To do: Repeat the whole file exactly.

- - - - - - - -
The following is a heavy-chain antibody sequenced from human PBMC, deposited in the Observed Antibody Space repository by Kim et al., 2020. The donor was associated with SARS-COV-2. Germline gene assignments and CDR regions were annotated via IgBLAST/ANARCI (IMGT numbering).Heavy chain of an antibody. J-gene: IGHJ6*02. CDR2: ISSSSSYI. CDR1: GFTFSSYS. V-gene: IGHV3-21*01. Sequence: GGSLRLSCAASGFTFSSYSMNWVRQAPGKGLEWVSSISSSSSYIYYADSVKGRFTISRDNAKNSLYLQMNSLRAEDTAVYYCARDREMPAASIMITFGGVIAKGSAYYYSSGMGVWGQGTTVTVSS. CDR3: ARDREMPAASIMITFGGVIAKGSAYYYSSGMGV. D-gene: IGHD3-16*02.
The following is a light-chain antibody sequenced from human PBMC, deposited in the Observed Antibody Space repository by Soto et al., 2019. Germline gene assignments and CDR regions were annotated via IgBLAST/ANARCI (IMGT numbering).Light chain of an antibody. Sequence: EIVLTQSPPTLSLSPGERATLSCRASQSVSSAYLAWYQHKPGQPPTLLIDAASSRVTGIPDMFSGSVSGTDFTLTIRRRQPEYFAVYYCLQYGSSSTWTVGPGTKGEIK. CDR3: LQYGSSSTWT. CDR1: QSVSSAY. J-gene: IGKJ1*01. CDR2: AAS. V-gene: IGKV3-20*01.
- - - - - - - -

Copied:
The following is a heavy-chain antibody sequenced from human PBMC, deposited in the Observed Antibody Space repository by Kim et al., 2020. The donor was associated with SARS-COV-2. Germline gene assignments and CDR regions were annotated via IgBLAST/ANARCI (IMGT numbering).Heavy chain of an antibody. J-gene: IGHJ6*02. CDR2: ISSSSSYI. CDR1: GFTFSSYS. V-gene: IGHV3-21*01. Sequence: GGSLRLSCAASGFTFSSYSMNWVRQAPGKGLEWVSSISSSSSYIYYADSVKGRFTISRDNAKNSLYLQMNSLRAEDTAVYYCARDREMPAASIMITFGGVIAKGSAYYYSSGMGVWGQGTTVTVSS. CDR3: ARDREMPAASIMITFGGVIAKGSAYYYSSGMGV. D-gene: IGHD3-16*02.
The following is a light-chain antibody sequenced from human PBMC, deposited in the Observed Antibody Space repository by Soto et al., 2019. Germline gene assignments and CDR regions were annotated via IgBLAST/ANARCI (IMGT numbering).Light chain of an antibody. Sequence: EIVLTQSPPTLSLSPGERATLSCRASQSVSSAYLAWYQHKPGQPPTLLIDAASSRVTGIPDMFSGSVSGTDFTLTIRRRQPEYFAVYYCLQYGSSSTWTVGPGTKGEIK. CDR3: LQYGSSSTWT. CDR1: QSVSSAY. J-gene: IGKJ1*01. CDR2: AAS. V-gene: IGKV3-20*01.